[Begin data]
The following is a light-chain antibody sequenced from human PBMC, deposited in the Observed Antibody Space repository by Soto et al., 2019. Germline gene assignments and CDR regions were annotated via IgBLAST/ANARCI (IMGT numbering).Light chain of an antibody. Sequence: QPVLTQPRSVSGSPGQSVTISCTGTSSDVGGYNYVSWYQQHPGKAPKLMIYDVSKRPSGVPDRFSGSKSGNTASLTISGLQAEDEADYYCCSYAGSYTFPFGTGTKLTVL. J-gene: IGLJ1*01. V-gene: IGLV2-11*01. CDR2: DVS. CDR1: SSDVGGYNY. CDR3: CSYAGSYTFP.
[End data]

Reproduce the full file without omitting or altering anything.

The following is a light-chain antibody sequenced from human PBMC, deposited in the Observed Antibody Space repository by Soto et al., 2019. Germline gene assignments and CDR regions were annotated via IgBLAST/ANARCI (IMGT numbering).Light chain of an antibody. Sequence: QPVLTQPRSVSGSPGQSVTISCTGTSSDVGGYNYVSWYQQHPGKAPKLMIYDVSKRPSGVPDRFSGSKSGNTASLTISGLQAEDEADYYCCSYAGSYTFPFGTGTKLTVL. J-gene: IGLJ1*01. V-gene: IGLV2-11*01. CDR2: DVS. CDR1: SSDVGGYNY. CDR3: CSYAGSYTFP.